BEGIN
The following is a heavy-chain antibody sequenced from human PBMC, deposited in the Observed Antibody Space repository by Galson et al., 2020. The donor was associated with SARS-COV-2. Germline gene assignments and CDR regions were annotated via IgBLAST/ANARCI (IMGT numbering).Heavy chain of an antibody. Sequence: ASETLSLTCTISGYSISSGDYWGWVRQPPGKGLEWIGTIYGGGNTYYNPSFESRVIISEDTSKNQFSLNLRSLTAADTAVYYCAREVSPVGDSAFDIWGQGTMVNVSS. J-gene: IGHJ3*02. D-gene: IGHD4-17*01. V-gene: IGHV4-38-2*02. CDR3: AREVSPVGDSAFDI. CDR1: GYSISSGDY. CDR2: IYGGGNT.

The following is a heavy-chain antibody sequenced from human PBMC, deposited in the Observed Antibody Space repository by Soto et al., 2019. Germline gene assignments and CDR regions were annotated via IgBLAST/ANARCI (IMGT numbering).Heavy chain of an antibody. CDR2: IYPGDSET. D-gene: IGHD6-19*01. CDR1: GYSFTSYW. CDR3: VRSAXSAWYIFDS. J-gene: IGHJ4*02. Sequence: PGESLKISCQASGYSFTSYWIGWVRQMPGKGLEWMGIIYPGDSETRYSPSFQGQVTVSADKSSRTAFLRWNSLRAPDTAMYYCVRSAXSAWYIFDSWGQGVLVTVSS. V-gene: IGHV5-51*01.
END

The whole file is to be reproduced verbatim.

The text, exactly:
The following is a heavy-chain antibody sequenced from human PBMC, deposited in the Observed Antibody Space repository by Galson et al., 2020. The donor was associated with SARS-COV-2. Germline gene assignments and CDR regions were annotated via IgBLAST/ANARCI (IMGT numbering).Heavy chain of an antibody. Sequence: ASETLSLTCTISGYSISSGDYWGWVRQPPGKGLEWIGTIYGGGNTYYNPSFESRVIISEDTSKNQFSLNLRSLTAADTAVYYCAREVSPVGDSAFDIWGQGTMVNVSS. J-gene: IGHJ3*02. D-gene: IGHD4-17*01. V-gene: IGHV4-38-2*02. CDR3: AREVSPVGDSAFDI. CDR1: GYSISSGDY. CDR2: IYGGGNT.

The following is a heavy-chain antibody sequenced from human PBMC, deposited in the Observed Antibody Space repository by Soto et al., 2019. Germline gene assignments and CDR regions were annotated via IgBLAST/ANARCI (IMGT numbering).Heavy chain of an antibody. CDR2: IYPGDSET. D-gene: IGHD6-19*01. CDR1: GYSFTSYW. CDR3: VRSAXSAWYIFDS. J-gene: IGHJ4*02. Sequence: PGESLKISCQASGYSFTSYWIGWVRQMPGKGLEWMGIIYPGDSETRYSPSFQGQVTVSADKSSRTAFLRWNSLRAPDTAMYYCVRSAXSAWYIFDSWGQGVLVTVSS. V-gene: IGHV5-51*01.